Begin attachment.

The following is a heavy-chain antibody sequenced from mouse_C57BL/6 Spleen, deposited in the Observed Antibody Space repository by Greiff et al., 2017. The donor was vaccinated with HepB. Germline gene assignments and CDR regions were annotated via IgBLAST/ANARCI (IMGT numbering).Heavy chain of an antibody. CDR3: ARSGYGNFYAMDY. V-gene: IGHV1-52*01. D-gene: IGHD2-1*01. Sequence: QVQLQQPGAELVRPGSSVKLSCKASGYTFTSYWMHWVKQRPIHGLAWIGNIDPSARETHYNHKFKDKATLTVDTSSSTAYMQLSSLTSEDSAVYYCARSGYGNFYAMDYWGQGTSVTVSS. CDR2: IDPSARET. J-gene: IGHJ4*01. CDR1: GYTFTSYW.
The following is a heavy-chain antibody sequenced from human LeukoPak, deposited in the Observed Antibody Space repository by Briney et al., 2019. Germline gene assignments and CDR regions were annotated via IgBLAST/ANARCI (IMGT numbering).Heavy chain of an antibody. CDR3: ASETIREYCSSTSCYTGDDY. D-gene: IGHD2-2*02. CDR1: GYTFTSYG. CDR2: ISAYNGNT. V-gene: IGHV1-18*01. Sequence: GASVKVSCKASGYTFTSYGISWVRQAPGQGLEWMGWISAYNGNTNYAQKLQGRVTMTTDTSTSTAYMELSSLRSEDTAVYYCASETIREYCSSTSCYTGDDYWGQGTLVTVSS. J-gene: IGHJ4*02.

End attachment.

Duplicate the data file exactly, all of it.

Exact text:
The following is a heavy-chain antibody sequenced from mouse_C57BL/6 Spleen, deposited in the Observed Antibody Space repository by Greiff et al., 2017. The donor was vaccinated with HepB. Germline gene assignments and CDR regions were annotated via IgBLAST/ANARCI (IMGT numbering).Heavy chain of an antibody. CDR3: ARSGYGNFYAMDY. V-gene: IGHV1-52*01. D-gene: IGHD2-1*01. Sequence: QVQLQQPGAELVRPGSSVKLSCKASGYTFTSYWMHWVKQRPIHGLAWIGNIDPSARETHYNHKFKDKATLTVDTSSSTAYMQLSSLTSEDSAVYYCARSGYGNFYAMDYWGQGTSVTVSS. CDR2: IDPSARET. J-gene: IGHJ4*01. CDR1: GYTFTSYW.
The following is a heavy-chain antibody sequenced from human LeukoPak, deposited in the Observed Antibody Space repository by Briney et al., 2019. Germline gene assignments and CDR regions were annotated via IgBLAST/ANARCI (IMGT numbering).Heavy chain of an antibody. CDR3: ASETIREYCSSTSCYTGDDY. D-gene: IGHD2-2*02. CDR1: GYTFTSYG. CDR2: ISAYNGNT. V-gene: IGHV1-18*01. Sequence: GASVKVSCKASGYTFTSYGISWVRQAPGQGLEWMGWISAYNGNTNYAQKLQGRVTMTTDTSTSTAYMELSSLRSEDTAVYYCASETIREYCSSTSCYTGDDYWGQGTLVTVSS. J-gene: IGHJ4*02.